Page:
When I made my own crushed red pepper flakes last summer, I had no idea it would eventually lead me down the road of hot pepper obsession. Ever since I discovered how amazing it is to cook with homegrown red pepper flakes, I have been dreaming and scheming about adding more herbs and more spicy peppers to my garden and preserving plans. Among the many spicy ambitions on my wish list: homegrown ground Cayenne pepper.
Start with dried Cayenne peppers. I like to dry my chilies whole because it doesn’t require any electricity or gas and it’s rather fun to string them up around the kitchen, but you could also remove the stems and insides and use a dehydrator or the oven to get the job done more quickly. Like other peppers grown for spice, Cayenne peppers are thin-fleshed, so they dry rather quickly no matter what method you choose.
If you’re using whole peppers, start by removing the stem end with a pair of kitchen shears. I prefer to clean my peppers out a bit, removing as much of the inner membrane and seeds as will easily fall out, but you could skip this step if you don’t want to mess around with it. I simply give the dry pepper a few gentle squeezes, applying just enough pressure to loosen up the insides, but not too much pressure that the pepper shatters. If done correctly, the insides will fall right out when you turn the pepper upside down over a small bowl, leaving the empty shell of the pepper flesh.
There are a few reasons why I like to clean my peppers out a bit before grinding (other than my deep Type A personality tendencies): sometimes the inner membranes can be a little thick and not so appealing near the stem end of the pepper (more obviously so with larger peppers), and the color of the final product is more vibrant and intense without a lot of seeds mixed in, but my main motivation is to save some of the seeds for next year’s garden. As long as the pepper has been ripened to its final color (red, in this case), the seeds will have matured enough for seed saving. After I have picked out what I need for growing, the extra seeds are added to my jar of crushed red pepper flakes.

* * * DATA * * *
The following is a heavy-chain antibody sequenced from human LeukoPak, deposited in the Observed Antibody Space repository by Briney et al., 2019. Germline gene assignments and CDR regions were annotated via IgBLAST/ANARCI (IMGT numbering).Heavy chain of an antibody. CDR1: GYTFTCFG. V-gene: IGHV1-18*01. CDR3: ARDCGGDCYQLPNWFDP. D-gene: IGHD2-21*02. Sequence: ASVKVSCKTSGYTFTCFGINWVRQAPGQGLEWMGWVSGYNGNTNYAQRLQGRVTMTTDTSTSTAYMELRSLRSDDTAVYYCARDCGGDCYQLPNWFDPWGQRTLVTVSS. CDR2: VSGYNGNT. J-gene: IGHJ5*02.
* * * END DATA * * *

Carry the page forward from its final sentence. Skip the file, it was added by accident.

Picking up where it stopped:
The remaining bits of pepper flesh and membrane get sorted out into what will go into the grinder and what can be discarded. Inevitably, I never get it all perfectly separated and some seeds find their way into the grinder, but I don’t get too fussy over it – after all, you could easily throw the whole pepper in and be just fine. There are always a few bits of pepper that are too small to bother picking out of the leftover seed, so they end up in the jar of crushed red pepper flakes, too.
Be sure to handle dried hot peppers with the same care you would use when processing fresh hot peppers. The capsaicin will transfer to your hands (and in turn, anywhere else you touch), so careful hand washing is a must! The fine particles that get into the air during the grinding process will also clean your sinuses out in a hurry and can cause some irritation, so take precautions to avoid breathing in the ground pepper as well.
Using a grinder or mortar and pestle, and working in batches, proceed to grind the pepper to a fine powder. I use an inexpensive coffee grinder, and it takes about 20-30 seconds to break down the pieces of pepper to the perfect sprinkle-able texture. If using an electric grinder, allow the dust to settle for a minute or so before removing the cover.
When satisfied with the texture, carefully transfer the ground pepper to your storage container. A small funnel would be handy if you have one, otherwise a clean piece of plain paper can easily be rolled into a cone to help funnel the powder to its penultimate destination.
Small spice jars are great for storage if you have one, otherwise you can improvise with a half-pint mason jar or any other suitable alternative you have on hand. I’m re-using a little glass spice jar that holds about an ounce of ground pepper (about 25 or so whole Cayenne peppers).
Compared to its store-bought counterpart, homegrown cayenne pepper is more potent and flavorful, and it is perfect for adding a little kick to all kinds of dishes. I’m also looking forward to creating some of my own spice blends with it! When stored in a cool, dry location ground cayenne will last for a long time, but like all spices, it will gradually loose its potency over time.
Want to grow and dry your own Cayenne peppers? The seed is readily available from most seed companies. Each variety will be slightly different in appearance, heat, and size, but all will work for this process. This year I grew Cayenne Long Thin from Baker Creek and have been very happy with the results.
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